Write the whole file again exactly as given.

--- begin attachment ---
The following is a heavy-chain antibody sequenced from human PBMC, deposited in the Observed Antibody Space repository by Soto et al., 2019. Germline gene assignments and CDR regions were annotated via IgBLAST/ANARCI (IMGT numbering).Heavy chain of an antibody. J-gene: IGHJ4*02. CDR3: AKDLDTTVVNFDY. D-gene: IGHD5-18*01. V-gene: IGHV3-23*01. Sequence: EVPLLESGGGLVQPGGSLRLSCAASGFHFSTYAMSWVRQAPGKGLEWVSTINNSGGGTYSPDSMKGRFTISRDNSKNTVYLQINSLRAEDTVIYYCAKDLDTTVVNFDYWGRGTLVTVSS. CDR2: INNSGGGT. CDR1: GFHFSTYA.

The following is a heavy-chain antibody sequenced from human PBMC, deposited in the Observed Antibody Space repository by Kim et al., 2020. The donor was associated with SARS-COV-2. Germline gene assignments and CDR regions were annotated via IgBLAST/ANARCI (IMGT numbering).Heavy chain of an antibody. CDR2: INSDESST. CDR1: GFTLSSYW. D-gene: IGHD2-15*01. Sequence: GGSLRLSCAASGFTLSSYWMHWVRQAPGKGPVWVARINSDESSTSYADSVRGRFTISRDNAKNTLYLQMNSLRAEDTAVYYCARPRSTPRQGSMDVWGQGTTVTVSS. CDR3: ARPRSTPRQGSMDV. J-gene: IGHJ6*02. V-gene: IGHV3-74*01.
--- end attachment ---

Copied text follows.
The following is a heavy-chain antibody sequenced from human PBMC, deposited in the Observed Antibody Space repository by Soto et al., 2019. Germline gene assignments and CDR regions were annotated via IgBLAST/ANARCI (IMGT numbering).Heavy chain of an antibody. J-gene: IGHJ4*02. CDR3: AKDLDTTVVNFDY. D-gene: IGHD5-18*01. V-gene: IGHV3-23*01. Sequence: EVPLLESGGGLVQPGGSLRLSCAASGFHFSTYAMSWVRQAPGKGLEWVSTINNSGGGTYSPDSMKGRFTISRDNSKNTVYLQINSLRAEDTVIYYCAKDLDTTVVNFDYWGRGTLVTVSS. CDR2: INNSGGGT. CDR1: GFHFSTYA.

The following is a heavy-chain antibody sequenced from human PBMC, deposited in the Observed Antibody Space repository by Kim et al., 2020. The donor was associated with SARS-COV-2. Germline gene assignments and CDR regions were annotated via IgBLAST/ANARCI (IMGT numbering).Heavy chain of an antibody. CDR2: INSDESST. CDR1: GFTLSSYW. D-gene: IGHD2-15*01. Sequence: GGSLRLSCAASGFTLSSYWMHWVRQAPGKGPVWVARINSDESSTSYADSVRGRFTISRDNAKNTLYLQMNSLRAEDTAVYYCARPRSTPRQGSMDVWGQGTTVTVSS. CDR3: ARPRSTPRQGSMDV. J-gene: IGHJ6*02. V-gene: IGHV3-74*01.